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Avoiding the sunk cost fallacy when a project takes an unexpected turn

Topics in Health: Lessons From The Field

Avoiding the sunk cost fallacy when a project takes an unexpected turn

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Brian, a Palo Alto teen who has struggled to find adequate mental health treatment. I found him and his mom after posting in a l
Brian, a Palo Alto teen who has struggled to find adequate mental health treatment. I found him and his mom after posting in a local parent Facebook group asking if anyone was interested in sharing their experiences with me. Brian is a pseudonym to protect his anonymity.
(Photo via Malea Martin)

When I first embarked on my fellowship project, I was in about as comfortable a place as one can be as a journalist: I had a fully fleshed-out story pitch, multiple sources already on the record, and five whole months to pull it all together. But when some unforeseen changes forced me to pivot and step out of my comfort zone as a reporter, I ended up learning some valuable lessons about creating meaningful community journalism that engages your readers.

When I found out I was selected as a fellow, I was reporting for New Times San Luis Obispo, a weekly paper serving communities in San Luis Obispo County. I’d been hearing for months about the primary care physician shortage that people in SLO County face. I knew this was the story I wanted to pitch. My story proposal was already backed by multiple sources affirming the issue, and I felt more than ready to tackle the project. It felt like my application wrote itself.

But about a month into the fellowship, I found myself with an exciting new career opportunity at the Mountain View Voice, an online publication in Silicon Valley covering a very different community than I was used to reporting on. 

After accepting the new position, at first, I was determined to make my original project proposal work for this new community. I’d heard that the physician shortage was rampant across California, and I had already invested so much time in this project. It felt too painful to just let that work go to waste. 

But as I spoke to local experts and got to know the community better, it soon became clear that my original pitch wasn’t right for my new coverage area. There were primary care physician shortages in Santa Clara County, too, but person after person I spoke to was far more concerned about the severe lack of child and adolescent mental health care providers in Silicon Valley.

At first I felt frustrated by having to change my project scope. I went from feeling ahead of the game to being behind the rest of the reporters in my fellowship class. But having now finished my project, I’m so grateful that I listened to the folks I talked to and wrote about the issues that matter to my new community, rather than forcing my original idea to fit.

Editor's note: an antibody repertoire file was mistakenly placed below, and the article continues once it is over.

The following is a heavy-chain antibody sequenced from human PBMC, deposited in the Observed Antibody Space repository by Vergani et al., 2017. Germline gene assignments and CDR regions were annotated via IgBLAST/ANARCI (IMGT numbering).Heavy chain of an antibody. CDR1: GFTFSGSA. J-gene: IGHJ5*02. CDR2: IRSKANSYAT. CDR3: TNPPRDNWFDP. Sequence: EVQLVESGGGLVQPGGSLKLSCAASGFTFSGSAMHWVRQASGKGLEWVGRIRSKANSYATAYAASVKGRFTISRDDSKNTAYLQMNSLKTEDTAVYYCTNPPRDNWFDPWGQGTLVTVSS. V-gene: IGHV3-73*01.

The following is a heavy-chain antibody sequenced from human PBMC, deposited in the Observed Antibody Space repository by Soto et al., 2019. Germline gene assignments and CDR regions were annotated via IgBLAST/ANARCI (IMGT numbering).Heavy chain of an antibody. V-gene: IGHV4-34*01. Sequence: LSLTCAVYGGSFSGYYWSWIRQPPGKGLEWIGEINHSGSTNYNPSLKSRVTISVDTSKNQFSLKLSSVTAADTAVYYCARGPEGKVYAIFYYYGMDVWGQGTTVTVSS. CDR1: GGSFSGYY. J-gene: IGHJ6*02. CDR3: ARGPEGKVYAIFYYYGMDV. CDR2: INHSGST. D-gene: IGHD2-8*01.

As reporters, it’s easy to fall victim to the “sunk cost fallacy”: the feeling that you need to see a story through simply because you’ve already invested significant time on it. But what I learned from going through this experience was that my time wasn’t actually wasted at all: trial and error is an essential part of finding the story that really needs to be told. 

Another big lesson I learned from this project is that you cannot make assumptions about the people you’re writing about. Going into a story with assumptions, even subconsciously, can make the folks you speak with feel isolated and unheard. Engagement journalism means talking to people not just to use them as sources, but to understand your audience, to genuinely get to know the problems they’re facing. If that conversation ends up becoming your lede or a perfect source for your story, then that’s great, but the first goal of engagement shouldn’t be to get a quote or prove an assumption you made about your subject material. 

The fellowship helped me to refine engagement tools that I already had in my toolbox, but perhaps ones that I didn’t know how to use very well, which proved immensely helpful to my project. I had used Facebook to find sources at my last publication, but I often posted in general community groups. This time, I tried a new approach: I joined parent and caregiver Facebook groups in my new coverage area, because I knew these were the folks who were most likely to care about the child mental health care provider shortage. 

Another lesson I learned was to keep my search for sources open ended. In the past, I might have posted something like, “I’m looking for sources to talk on the record with me about the challenges of finding mental health care for their kids.” But I learned that this type of post can turn people off from speaking to you, as it implies that you only want to talk to them if they’re willing to be quoted, and it makes assumptions about their experience. 

Instead, I tried posting things like “I’m looking to talk to folks about their experiences accessing mental health care for their children.” I think this made people feel more comfortable to reach out to me, even if they didn’t want to be on the record, which in turn informed the direction that my project went in. It also encouraged folks with all types of different experiences to reach out, not just people who have had a hard time finding care, which made my reporting more nuanced and less assumptive.

This approach based in community engagement helped me find the key voices for my project, sources that I never would have found through traditional reporting methods. When my project was published, it was rewarding to go back and post a link in the same groups I originally posted in, and interact with my readers on a more individual level.

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